Principal Components example

The data for this example are in Table 9.12 in Johnson and Wichern. They consist of 3 measurements on the sales performance of 50 salespeople for a large firm and 4 test scores. The data begin

In what follows I do PCA on both the sample variance covariance matrix and on the sample correlation matrix. The S code is included as a tutorial for those interested. Read in and print out the data.

```> sales <- matrix(scan("T9-12.DAT"),ncol=7,byrow=T)
> sales
[,1]  [,2]  [,3] [,4] [,5] [,6] [,7]
[1,]  93.0  96.0  97.8    9   12    9   20
[2,]  88.8  91.8  96.8    7   10   10   15
[3,]  95.0 100.3  99.0    8   12    9   26```
Compute the variance covariance matrix and the correlation matrix and print them out.
```> S <- var(sales)
> S
[,1]      [,2]      [,3]      [,4]      [,5]      [,6]      [,7]
[1,] 53.83664  68.79409 30.564531 16.579673 17.585224 10.587592  71.69861
[2,] 68.79409 102.50175 40.195082 21.656286 25.561265 10.081306 100.74416
[3,] 30.56453  40.19508 22.205000 13.036531 10.167551  6.463673  42.33510
[4,] 16.57967  21.65629 13.036531 15.603673  7.898367  1.241633  17.17633
[5,] 17.58522  25.56127 10.167551  7.898367 11.456735  2.795102  20.49306
[6,] 10.58759  10.08131  6.463673  1.241633  2.795102  4.577959  12.76980
[7,] 71.69861 100.74416 42.335102 17.176327 20.493061 12.769796 111.04327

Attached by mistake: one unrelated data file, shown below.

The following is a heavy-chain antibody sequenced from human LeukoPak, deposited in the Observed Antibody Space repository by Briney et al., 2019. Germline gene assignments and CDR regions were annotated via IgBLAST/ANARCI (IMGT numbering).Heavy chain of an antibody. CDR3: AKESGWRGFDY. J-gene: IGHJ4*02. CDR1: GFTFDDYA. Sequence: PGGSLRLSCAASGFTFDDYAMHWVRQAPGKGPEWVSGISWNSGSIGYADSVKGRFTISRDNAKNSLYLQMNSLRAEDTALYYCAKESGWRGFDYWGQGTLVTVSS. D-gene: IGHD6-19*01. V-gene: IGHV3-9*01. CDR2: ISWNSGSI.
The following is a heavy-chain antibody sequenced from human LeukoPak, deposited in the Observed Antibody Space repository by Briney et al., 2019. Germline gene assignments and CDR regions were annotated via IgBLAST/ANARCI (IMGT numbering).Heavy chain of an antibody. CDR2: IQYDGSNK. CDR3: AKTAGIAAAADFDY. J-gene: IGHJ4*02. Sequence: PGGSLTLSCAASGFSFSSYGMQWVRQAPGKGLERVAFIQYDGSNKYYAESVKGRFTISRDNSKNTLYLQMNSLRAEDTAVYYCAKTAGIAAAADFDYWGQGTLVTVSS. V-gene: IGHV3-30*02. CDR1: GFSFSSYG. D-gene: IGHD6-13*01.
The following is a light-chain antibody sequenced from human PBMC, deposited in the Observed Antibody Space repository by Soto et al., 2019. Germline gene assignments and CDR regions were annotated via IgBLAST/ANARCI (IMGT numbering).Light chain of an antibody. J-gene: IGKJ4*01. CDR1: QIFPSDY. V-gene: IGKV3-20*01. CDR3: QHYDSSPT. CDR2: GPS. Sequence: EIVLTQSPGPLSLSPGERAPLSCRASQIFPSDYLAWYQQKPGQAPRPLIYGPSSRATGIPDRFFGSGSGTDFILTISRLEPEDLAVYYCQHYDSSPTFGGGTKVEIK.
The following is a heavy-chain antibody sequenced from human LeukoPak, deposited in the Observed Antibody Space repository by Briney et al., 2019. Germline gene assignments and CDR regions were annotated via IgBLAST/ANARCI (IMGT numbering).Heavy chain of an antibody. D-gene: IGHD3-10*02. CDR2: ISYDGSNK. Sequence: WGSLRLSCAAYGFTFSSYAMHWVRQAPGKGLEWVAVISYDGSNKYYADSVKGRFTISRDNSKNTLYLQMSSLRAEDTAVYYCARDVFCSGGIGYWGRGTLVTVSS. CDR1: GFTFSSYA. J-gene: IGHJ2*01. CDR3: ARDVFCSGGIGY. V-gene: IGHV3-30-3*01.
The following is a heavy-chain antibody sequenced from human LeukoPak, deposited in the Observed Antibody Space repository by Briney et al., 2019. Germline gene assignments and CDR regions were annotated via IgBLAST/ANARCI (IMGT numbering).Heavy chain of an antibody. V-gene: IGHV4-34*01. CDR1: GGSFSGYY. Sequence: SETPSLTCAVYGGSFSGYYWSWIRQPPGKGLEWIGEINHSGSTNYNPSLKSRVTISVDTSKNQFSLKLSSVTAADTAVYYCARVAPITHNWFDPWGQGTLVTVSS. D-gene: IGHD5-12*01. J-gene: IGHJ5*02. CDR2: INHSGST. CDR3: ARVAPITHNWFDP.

> D <- diag(sqrt(diag(S)))
> D
[,1]     [,2]     [,3]     [,4]    [,5]     [,6]     [,7]
[1,] 7.337345  0.00000 0.000000 0.000000 0.00000 0.000000  0.00000
[2,] 0.000000 10.12431 0.000000 0.000000 0.00000 0.000000  0.00000
[3,] 0.000000  0.00000 4.712218 0.000000 0.00000 0.000000  0.00000
[4,] 0.000000  0.00000 0.000000 3.950149 0.00000 0.000000  0.00000
[5,] 0.000000  0.00000 0.000000 0.000000 3.38478 0.000000  0.00000
[6,] 0.000000  0.00000 0.000000 0.000000 0.00000 2.139617  0.00000
[7,] 0.000000  0.00000 0.000000 0.000000 0.00000 0.000000 10.53771
> R <- solve(D,S)%*% solve(D)
> R
[,1]      [,2]      [,3]      [,4]      [,5]      [,6]      [,7]
[1,] 1.0000000 0.9260758 0.8840023 0.5720363 0.7080738 0.6744073 0.9273116
[2,] 0.9260758 1.0000000 0.8425232 0.5415080 0.7459097 0.4653880 0.9442960
[3,] 0.8840023 0.8425232 1.0000000 0.7003630 0.6374712 0.6410886 0.8525682
[4,] 0.5720363 0.5415080 0.7003630 1.0000000 0.5907360 0.1469074 0.4126395
[5,] 0.7080738 0.7459097 0.6374712 0.5907360 1.0000000 0.3859502 0.5745533
[6,] 0.6744073 0.4653880 0.6410886 0.1469074 0.3859502 1.0000000 0.5663721
[7,] 0.9273116 0.9442960 0.8525682 0.4126395 0.5745533 0.5663721 1.0000000
> round(R,2)
[,1] [,2] [,3] [,4] [,5] [,6] [,7]
[1,] 1.00 0.93 0.88 0.57 0.71 0.67 0.93
[2,] 0.93 1.00 0.84 0.54 0.75 0.47 0.94
[3,] 0.88 0.84 1.00 0.70 0.64 0.64 0.85
[4,] 0.57 0.54 0.70 1.00 0.59 0.15 0.41
[5,] 0.71 0.75 0.64 0.59 1.00 0.39 0.57
[6,] 0.67 0.47 0.64 0.15 0.39 1.00 0.57
[7,] 0.93 0.94 0.85 0.41 0.57 0.57 1.00```
Look at the correlations between the three measures of sales performance - all are quite high. Also very high is the correlation of math score with the three sales performance indices. I find it interesting that the correlations amongst the 4 test scores are not all that high.

Compute the eigenvalues and eigenvectors of S. Note that without the symmetric=T argument to eigen you might not get normalized eigenvectors.

```> e.S <- eigen(S,symmetric=T)
> e.S
\$values:
[1] 285.1366314  17.2678388   8.9785502   5.8957342   2.5247046   1.1505297